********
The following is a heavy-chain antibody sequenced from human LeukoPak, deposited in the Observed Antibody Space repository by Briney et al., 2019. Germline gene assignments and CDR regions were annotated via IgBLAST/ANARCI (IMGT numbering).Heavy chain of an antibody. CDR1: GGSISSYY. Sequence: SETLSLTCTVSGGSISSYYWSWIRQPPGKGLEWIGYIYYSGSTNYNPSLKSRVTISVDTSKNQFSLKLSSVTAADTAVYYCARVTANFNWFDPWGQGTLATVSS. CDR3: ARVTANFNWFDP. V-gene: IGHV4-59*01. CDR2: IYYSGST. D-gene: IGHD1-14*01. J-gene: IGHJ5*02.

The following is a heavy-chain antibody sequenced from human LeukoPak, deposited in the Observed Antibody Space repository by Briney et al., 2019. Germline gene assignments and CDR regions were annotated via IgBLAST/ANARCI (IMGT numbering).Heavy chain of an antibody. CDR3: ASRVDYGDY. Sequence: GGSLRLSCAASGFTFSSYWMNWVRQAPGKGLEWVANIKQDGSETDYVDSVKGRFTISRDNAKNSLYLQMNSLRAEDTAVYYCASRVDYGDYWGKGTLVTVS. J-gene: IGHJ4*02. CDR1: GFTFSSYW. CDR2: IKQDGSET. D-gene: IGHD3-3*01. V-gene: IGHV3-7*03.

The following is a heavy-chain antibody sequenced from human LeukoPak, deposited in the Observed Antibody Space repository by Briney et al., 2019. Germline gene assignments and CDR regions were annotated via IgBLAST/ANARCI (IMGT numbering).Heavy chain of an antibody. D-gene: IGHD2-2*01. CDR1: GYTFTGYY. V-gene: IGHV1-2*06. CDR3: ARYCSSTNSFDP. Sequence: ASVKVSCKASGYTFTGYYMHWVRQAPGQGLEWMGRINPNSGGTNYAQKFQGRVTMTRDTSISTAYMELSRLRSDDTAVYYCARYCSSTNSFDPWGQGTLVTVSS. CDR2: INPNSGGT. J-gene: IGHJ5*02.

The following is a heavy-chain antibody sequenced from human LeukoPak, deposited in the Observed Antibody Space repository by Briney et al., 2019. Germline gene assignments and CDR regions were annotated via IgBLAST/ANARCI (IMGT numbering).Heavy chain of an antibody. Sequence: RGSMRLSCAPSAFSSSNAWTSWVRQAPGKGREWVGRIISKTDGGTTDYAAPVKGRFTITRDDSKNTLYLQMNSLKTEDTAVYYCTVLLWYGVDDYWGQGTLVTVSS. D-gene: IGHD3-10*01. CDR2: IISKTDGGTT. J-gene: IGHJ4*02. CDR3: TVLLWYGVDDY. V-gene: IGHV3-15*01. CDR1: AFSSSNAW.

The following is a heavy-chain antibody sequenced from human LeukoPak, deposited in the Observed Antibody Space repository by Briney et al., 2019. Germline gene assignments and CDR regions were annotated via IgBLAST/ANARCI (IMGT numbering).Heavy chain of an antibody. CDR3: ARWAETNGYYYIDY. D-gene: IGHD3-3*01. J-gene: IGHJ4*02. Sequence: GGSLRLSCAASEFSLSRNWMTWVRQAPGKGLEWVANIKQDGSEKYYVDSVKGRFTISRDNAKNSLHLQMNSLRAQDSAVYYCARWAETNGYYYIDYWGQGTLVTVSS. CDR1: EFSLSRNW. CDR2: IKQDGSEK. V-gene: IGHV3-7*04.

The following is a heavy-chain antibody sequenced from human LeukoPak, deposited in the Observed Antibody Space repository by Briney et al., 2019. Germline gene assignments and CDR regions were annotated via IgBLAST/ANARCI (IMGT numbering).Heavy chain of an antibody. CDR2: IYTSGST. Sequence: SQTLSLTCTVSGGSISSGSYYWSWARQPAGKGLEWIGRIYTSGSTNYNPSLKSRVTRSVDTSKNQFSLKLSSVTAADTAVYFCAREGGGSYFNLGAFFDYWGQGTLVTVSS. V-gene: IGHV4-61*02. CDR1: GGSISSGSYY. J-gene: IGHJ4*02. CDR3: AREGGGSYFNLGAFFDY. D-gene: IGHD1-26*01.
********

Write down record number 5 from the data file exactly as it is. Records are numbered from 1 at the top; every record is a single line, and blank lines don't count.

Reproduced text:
The following is a heavy-chain antibody sequenced from human LeukoPak, deposited in the Observed Antibody Space repository by Briney et al., 2019. Germline gene assignments and CDR regions were annotated via IgBLAST/ANARCI (IMGT numbering).Heavy chain of an antibody. CDR3: ARWAETNGYYYIDY. D-gene: IGHD3-3*01. J-gene: IGHJ4*02. Sequence: GGSLRLSCAASEFSLSRNWMTWVRQAPGKGLEWVANIKQDGSEKYYVDSVKGRFTISRDNAKNSLHLQMNSLRAQDSAVYYCARWAETNGYYYIDYWGQGTLVTVSS. CDR1: EFSLSRNW. CDR2: IKQDGSEK. V-gene: IGHV3-7*04.